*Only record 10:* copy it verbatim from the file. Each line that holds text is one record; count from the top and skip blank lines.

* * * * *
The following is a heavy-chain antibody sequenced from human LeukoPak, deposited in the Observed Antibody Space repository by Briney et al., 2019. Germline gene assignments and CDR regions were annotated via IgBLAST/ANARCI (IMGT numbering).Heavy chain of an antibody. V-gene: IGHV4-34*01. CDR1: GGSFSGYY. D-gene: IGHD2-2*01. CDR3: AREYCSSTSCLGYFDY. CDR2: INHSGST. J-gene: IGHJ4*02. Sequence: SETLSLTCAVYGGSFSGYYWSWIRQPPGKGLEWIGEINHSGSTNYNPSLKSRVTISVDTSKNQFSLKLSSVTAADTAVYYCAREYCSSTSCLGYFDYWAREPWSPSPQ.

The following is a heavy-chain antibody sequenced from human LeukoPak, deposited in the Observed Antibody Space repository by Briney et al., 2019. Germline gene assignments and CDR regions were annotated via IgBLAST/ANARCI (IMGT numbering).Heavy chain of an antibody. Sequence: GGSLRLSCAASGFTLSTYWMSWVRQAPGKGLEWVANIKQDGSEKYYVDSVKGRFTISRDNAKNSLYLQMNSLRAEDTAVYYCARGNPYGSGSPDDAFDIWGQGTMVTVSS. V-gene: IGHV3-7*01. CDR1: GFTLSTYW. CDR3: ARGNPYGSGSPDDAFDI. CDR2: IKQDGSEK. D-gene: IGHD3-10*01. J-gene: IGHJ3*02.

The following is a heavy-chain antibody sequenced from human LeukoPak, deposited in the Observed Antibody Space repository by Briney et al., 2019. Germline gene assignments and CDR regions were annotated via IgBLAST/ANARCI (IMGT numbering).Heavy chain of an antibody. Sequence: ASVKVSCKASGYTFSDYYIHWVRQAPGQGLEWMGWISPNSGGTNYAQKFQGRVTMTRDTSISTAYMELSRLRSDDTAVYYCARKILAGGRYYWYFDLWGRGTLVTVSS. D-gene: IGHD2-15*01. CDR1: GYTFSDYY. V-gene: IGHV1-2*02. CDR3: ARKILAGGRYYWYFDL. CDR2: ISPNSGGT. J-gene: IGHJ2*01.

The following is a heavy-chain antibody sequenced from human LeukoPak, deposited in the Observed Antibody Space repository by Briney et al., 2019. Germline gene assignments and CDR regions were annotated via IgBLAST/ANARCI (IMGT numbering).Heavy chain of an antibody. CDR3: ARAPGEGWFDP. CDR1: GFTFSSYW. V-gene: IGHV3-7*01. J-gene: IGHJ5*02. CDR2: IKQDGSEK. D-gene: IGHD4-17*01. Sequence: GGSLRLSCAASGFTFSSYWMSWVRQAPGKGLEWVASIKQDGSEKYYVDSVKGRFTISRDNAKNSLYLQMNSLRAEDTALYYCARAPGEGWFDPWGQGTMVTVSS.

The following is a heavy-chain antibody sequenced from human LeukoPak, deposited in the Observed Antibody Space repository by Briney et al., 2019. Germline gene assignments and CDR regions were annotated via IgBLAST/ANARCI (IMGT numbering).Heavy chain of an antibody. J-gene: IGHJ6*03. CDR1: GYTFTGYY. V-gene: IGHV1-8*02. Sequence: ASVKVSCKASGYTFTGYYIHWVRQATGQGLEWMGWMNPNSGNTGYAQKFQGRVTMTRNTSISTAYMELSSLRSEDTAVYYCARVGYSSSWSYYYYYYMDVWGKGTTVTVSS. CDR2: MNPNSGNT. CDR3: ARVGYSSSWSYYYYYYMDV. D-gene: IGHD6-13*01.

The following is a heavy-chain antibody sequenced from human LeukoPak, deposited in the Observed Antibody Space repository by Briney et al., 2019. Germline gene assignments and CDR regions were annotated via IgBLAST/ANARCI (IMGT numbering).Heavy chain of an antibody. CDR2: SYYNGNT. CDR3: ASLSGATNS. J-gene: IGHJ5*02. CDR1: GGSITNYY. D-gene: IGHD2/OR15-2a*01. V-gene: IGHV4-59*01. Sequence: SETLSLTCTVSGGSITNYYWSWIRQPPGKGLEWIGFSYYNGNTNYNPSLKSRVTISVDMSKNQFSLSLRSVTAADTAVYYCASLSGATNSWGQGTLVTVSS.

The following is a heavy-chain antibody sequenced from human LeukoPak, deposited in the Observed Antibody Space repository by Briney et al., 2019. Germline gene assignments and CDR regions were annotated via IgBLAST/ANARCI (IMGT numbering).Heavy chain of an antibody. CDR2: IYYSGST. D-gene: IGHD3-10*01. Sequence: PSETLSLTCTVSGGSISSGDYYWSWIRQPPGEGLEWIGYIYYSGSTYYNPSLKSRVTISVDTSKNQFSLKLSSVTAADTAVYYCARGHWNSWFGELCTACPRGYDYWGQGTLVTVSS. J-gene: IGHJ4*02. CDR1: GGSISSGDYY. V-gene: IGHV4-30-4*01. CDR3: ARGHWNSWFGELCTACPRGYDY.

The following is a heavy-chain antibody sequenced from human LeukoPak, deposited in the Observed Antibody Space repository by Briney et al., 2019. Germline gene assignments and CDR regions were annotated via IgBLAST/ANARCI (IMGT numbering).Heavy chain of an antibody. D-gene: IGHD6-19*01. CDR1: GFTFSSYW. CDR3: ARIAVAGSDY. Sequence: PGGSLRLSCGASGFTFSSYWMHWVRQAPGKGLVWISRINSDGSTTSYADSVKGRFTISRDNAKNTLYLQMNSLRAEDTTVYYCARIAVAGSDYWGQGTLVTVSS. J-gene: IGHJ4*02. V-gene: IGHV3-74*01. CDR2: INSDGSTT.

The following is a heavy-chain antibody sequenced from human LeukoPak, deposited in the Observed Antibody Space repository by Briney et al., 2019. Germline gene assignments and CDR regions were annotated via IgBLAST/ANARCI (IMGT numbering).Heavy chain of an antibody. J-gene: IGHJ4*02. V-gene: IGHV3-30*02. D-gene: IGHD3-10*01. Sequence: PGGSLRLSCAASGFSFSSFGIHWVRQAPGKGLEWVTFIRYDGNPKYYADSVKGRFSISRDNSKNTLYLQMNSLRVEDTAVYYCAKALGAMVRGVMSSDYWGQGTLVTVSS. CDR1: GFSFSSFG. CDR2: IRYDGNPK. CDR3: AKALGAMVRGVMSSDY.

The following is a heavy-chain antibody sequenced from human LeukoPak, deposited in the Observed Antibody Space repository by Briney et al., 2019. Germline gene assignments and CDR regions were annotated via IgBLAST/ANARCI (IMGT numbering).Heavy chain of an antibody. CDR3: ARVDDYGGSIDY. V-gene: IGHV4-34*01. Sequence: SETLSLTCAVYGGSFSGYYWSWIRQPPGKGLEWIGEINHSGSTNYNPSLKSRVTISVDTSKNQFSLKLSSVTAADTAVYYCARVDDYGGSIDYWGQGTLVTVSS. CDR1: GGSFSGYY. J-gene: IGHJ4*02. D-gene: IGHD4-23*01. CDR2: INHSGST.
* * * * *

The following is a heavy-chain antibody sequenced from human LeukoPak, deposited in the Observed Antibody Space repository by Briney et al., 2019. Germline gene assignments and CDR regions were annotated via IgBLAST/ANARCI (IMGT numbering).Heavy chain of an antibody. CDR3: ARVDDYGGSIDY. V-gene: IGHV4-34*01. Sequence: SETLSLTCAVYGGSFSGYYWSWIRQPPGKGLEWIGEINHSGSTNYNPSLKSRVTISVDTSKNQFSLKLSSVTAADTAVYYCARVDDYGGSIDYWGQGTLVTVSS. CDR1: GGSFSGYY. J-gene: IGHJ4*02. D-gene: IGHD4-23*01. CDR2: INHSGST.